IntroductionG
 

Facial palsy (or paralysis) has a devastating psychological impact on the affected individual. The facial nerve travels from the cortex, brainstem, cerebellopontine angle (intracranial portion) to temporal bone (internal auditory canal, Fallopian canal, stylomastoid foramen ) and to the facial muscles (extracranial portion). Any lesion during its pathway can cause facial nerve injury and palsy, including congenital, trauma, tumor surgery, infection, or idiopathic (Bells palsy). Patient will lose not only function of the mouth and eyelid (can not tightly close the eye and mouth, or making teeth expose when smiling), but also lose ability to form facial expression. With palsy, you might see patient lose face dynamic wrinkles (forehead or nasolabial fold), lagophthalmos (eye can not close tightly), easy tearing, drooling, lower eyebrow etc on the affected side, causing facial expression with asymmetry. There is no smiling at all on the affected side. When smiling, all lip will move to the intact side. Compensatory small eye of the intact side of eye will also be seen. All emotions (happiness, sorrow, joy, surprise, crying etc) show the same look on the affected side without any animation(Fig. 1 ). .

Management of facial paralysis depends upon the cause, including medical and surgical management. With idiopathic facial palsy (Bells palsy) it is most treated medically. Neurosurgeons will take care of the intracranial portion. ENT surgeons care of the temporal facial canal. As plastic surgeons, we are primarily concerned with the extratemporal portion. Surgical procedures to restore facial function include:
Direct end-to-end coaptation: with a sharp, clean division, the severed nerve is repaired immediately under microscopic view, giving the best result.
nerve graft: when nerve gap occurs due to nerve retracted or nerve segmental deficit by trauma or tumor resection, interposition of nerve graft is required( Fig. 2 A-C ).

Nerve transfer: using hypoglossal or spinal accessory nerve or contralateral facial nerve transfer to the distal facial nerve for reinnervation as a one stage reconstruction in the early stage.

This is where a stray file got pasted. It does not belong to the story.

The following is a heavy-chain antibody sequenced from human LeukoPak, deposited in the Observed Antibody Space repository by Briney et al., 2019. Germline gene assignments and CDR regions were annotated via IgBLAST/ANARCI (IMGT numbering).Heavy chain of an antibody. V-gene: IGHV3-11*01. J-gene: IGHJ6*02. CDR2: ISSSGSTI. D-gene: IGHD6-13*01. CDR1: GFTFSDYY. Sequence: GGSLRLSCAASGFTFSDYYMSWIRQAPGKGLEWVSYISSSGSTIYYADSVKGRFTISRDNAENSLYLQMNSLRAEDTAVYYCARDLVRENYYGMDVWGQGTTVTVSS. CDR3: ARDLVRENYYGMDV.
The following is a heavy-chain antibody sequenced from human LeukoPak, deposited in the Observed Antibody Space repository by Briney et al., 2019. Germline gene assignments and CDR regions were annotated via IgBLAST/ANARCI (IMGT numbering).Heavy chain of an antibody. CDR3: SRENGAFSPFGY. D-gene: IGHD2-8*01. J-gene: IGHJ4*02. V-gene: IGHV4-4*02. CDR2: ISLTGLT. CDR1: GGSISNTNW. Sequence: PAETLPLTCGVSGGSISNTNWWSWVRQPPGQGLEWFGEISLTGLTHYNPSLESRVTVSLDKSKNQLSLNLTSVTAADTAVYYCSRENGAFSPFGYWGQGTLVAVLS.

Asynchronous or weak reanimation limits its application.
Local muscle transfer: temporal muscle or masseter muscle transfer for part eye or mouth restoration. Asynchronous or weak reanimation limits its application.
Free muscle transplantation: for a long-standing facial palsy (over one year ), a classic two-stage procedure is preferred by most plastic surgeons:
Stage 1: cross-face nerve graft: a short nerve graft (10-15cm) harvested from leg through two small incisions.
6-9 months later
Stage 2: functioning free muscle transplantation: the muscle is usually harvested from the opposite thigh, gracilis muscle

Between 1986 and 2006, more than 250 patients with facial palsy were treated with the classic two-stage procedure at Chang Gung Memorial Hospital, Taipei-Linkou, by the same surgeon (DCC Chuang). The results are promising ( Figure 4, 5, 6 ) and the treatment is continuous.

   
Relative articles:
 
1. Chuang CC, Cheng MH and Schrag C: A modified technique for rapid restoration of facial paralysis- short cross-face nerve graft, short waiting period, and free muscle transplantation. Plast Reconstr Surg (ROC) 15(2): 105-115, 2006
2. Chuang DCC, Mardini S, Lin SH, and Chen HC: Free proximal gracilis muscle and its skin paddle compound flap transplantation for complex facial paralysis. Plast Reconstr Surg 113(1): 126-32, 2004
3. Chuang DCC. Reanimating the paralyzed face after head and neck tumor excision. Seminars in Plastic Surgery 17(3): 331-40, 2003
4. Chuang DCC. Technique evolution for facial paralysis reconstruction using functioning free muscle transplantation- experience of Chang Gung Memorial Hospital.
5. Clin Plastic Surg 29: 449-459, 2002